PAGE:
5. Exit Strategy
      1. Buy / Sell provisions
      2. Dissolution
  • ROFO, ROFR & “PUT” provisions
  1. Release Prices of Units / Lots, Parcels or Density

Clearly, the sponsor or developer must negotiate numerous critical deal points, to be included in the Operating Agreement or ancillary contracts, and the dynamics of those negotiations will flow from the relative strength of the sponsor or developer vs. its intended capital partner. Factors which will be in play are:

  1. Quality, experience & financial heft of sponsor and project desirability
  2. Type of Project & Location
    1. Risk of completion
    2. Status of entitlements
    3. GC & performance bond
    4. Tax benefits, SAD’s; CDD’s or other tax improvement districts
  3.  Area Competition / Radius Restrictions
  4. Management – day-to-day control vs. “major decisions” requiring consent
    1. Often the developer gains greater leverage following more capital being injected by developer
    2. Speed of decision-making by capital partner
    3. Reporting (transparency always helpful)
    4. Key personnel
  5. Create an Operating Agreement / Limited Partnership Agreement for governance, containing as many concrete terms and provision as possible in order to avoid conflict down the road.
  6. Expected Debt and Restrictions, noting credit officers of banks and other institutional lenders have recently become much more conservative.

Establishing each party’s respective role in the venture, addressing rights and obligations and how they are invoked, invariably leads to the essential questions – “who proposes a “major decision” for the venturer; is such decision warranted; and what happens when the venturers do not agree? Is this occurring out of a sponsor’s concern that a project is not meeting expectations, financial or otherwise? Should that matter? Even when business relationships are thriving, they often sour as a consequence of harsh differences that can percolate when any milestone date or event, or performance level of the project, falls short. A synopsis of how this evolves in a real project setting is noteworthy, and an overview of major decision engineering is fruitful. Moreover, who proposes major decisions and what transpires after the venturers fail to agree is critical.

  • Typical Major Decisions:
    1. Acquisition of property
    2. Sale of Property
    3. Debt or structured finance
    4. Tax-incentives or submittal to some form of development district
    5. Capital contributions
    6. Plan for development, if applicable
    7. Major contracts, leases & licenses
    8. Identity of property manager; sales/leasing brokerage firm; various consultants (architect, planner, civil & structural engineers, environmental engineer, etc.)
    9. Agreements with Affiliates
    10. Project budgets
    11. Distributions/reserves
    12. Bankruptcy/dissolution / assignment for benefit of creditors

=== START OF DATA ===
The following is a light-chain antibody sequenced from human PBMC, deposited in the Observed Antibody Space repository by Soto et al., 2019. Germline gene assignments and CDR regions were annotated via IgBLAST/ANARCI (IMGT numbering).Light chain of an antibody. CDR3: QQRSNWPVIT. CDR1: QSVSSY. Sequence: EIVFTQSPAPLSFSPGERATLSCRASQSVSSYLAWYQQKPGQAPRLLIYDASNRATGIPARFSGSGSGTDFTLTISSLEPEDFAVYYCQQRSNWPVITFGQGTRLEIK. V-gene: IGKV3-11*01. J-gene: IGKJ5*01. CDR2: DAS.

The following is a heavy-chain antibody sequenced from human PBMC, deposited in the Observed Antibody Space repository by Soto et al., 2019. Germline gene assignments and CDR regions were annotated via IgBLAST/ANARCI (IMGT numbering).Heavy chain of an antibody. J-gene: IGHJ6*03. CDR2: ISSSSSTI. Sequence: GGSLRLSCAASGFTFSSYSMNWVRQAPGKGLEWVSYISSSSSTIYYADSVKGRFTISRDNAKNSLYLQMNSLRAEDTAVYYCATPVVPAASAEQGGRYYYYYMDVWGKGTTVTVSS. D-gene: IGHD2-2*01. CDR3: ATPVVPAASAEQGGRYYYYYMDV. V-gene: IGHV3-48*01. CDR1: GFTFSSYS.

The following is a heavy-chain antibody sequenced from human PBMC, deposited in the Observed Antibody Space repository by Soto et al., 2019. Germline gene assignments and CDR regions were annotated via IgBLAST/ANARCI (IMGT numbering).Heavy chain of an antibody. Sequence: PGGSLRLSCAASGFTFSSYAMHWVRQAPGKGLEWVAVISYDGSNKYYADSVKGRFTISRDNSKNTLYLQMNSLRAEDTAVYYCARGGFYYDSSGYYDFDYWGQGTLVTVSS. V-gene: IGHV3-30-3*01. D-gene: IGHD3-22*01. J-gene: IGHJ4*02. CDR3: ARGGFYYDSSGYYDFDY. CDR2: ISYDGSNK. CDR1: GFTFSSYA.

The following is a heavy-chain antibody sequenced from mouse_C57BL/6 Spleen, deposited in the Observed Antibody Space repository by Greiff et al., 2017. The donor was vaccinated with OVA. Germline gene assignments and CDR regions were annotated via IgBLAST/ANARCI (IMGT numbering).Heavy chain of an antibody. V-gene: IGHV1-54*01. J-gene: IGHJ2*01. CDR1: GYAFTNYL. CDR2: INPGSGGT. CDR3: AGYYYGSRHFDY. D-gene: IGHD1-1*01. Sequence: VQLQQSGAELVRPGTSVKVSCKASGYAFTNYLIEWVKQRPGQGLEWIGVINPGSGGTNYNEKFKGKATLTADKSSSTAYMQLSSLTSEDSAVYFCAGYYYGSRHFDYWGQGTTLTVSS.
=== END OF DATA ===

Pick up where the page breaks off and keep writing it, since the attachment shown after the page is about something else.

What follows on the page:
• Will non-agreement as to “consent” trigger buy/sell?

Unquestionably the developer’s counsel will need to push back on a broad menu of events as permitting the “removal” of the developer as the Manager or General Partner of the JV. You can expect that the capital partner will, however, insist upon most, if not all, of the following as causes for removal:

  1. Committing certain felonies or other “bad boy acts,” such as misapplication of funds, waste; and failure to insure and/or pay RE taxes & assessments
    1. Causing loan default under bank loans, material contracts, land use entitlements, etc.
    2. Failure to make capital contributions or achieve certain milestones or RR for project development
    3. Fraud or gross negligence or intentional tort
    4. Non-compliance w/permits, licenses & approvals

Some ancillary factors should also be considered during the negotiating process:

  1. Removals “for cause” vs. “without cause”
  2. Developer must negotiate as many cure rights as possible, with reasonable notice provisions
  3. Default by Pres./CEO different than low-level employee
  4. Developer must be aggressive in negotiating very few removal rights
  5. No forfeiture of equity–just promote

What are the usual consequences of removal?

  1. Loss of control or voting rights
  2. Dilution of interest
  3. Loss of Promote and/or development fees
  4. Possible impact on right to receive, promote, “preferred returns” & fees, and  the like
  5. Termination of affiliate agreements
  6. Personal or parent guaranty being triggered

In summary, my advice to a sponsor or developer is to secure knowledgeable counsel that is well-versed in the structuring of project entities for real estate developers and capital partners in a fashion which does not materially restrict developer’s ability to build and complete its project. Note that every relationship is enhanced when an agreement between them is clear and encompasses a multitude of possible changes which may evolve. Good Luck!

Chuck D. Brecker is a partner in the Miami office of Arnstein & Lehr and is a member of the firm’s Commercial & Real Estate Finance Transactions and Real Estate Practice Groups.